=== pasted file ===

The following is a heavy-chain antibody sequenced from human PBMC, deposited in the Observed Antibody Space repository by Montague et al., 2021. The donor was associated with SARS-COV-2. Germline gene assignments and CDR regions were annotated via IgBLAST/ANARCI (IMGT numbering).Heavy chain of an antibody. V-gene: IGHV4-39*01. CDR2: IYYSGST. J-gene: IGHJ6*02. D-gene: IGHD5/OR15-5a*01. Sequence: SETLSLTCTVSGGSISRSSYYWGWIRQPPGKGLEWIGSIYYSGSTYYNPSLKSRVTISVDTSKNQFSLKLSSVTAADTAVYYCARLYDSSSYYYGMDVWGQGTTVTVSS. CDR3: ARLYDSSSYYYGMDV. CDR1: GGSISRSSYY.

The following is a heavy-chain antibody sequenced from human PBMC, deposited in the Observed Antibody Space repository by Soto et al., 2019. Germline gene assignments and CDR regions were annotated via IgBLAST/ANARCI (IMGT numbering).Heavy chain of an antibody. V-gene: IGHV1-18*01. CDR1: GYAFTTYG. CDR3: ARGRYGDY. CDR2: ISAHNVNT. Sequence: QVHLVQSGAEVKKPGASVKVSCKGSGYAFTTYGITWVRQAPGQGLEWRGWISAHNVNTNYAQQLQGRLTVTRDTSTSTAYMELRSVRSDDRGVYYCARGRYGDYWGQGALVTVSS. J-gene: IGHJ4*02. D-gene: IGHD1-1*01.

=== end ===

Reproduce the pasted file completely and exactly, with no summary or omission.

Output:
The following is a heavy-chain antibody sequenced from human PBMC, deposited in the Observed Antibody Space repository by Montague et al., 2021. The donor was associated with SARS-COV-2. Germline gene assignments and CDR regions were annotated via IgBLAST/ANARCI (IMGT numbering).Heavy chain of an antibody. V-gene: IGHV4-39*01. CDR2: IYYSGST. J-gene: IGHJ6*02. D-gene: IGHD5/OR15-5a*01. Sequence: SETLSLTCTVSGGSISRSSYYWGWIRQPPGKGLEWIGSIYYSGSTYYNPSLKSRVTISVDTSKNQFSLKLSSVTAADTAVYYCARLYDSSSYYYGMDVWGQGTTVTVSS. CDR3: ARLYDSSSYYYGMDV. CDR1: GGSISRSSYY.

The following is a heavy-chain antibody sequenced from human PBMC, deposited in the Observed Antibody Space repository by Soto et al., 2019. Germline gene assignments and CDR regions were annotated via IgBLAST/ANARCI (IMGT numbering).Heavy chain of an antibody. V-gene: IGHV1-18*01. CDR1: GYAFTTYG. CDR3: ARGRYGDY. CDR2: ISAHNVNT. Sequence: QVHLVQSGAEVKKPGASVKVSCKGSGYAFTTYGITWVRQAPGQGLEWRGWISAHNVNTNYAQQLQGRLTVTRDTSTSTAYMELRSVRSDDRGVYYCARGRYGDYWGQGALVTVSS. J-gene: IGHJ4*02. D-gene: IGHD1-1*01.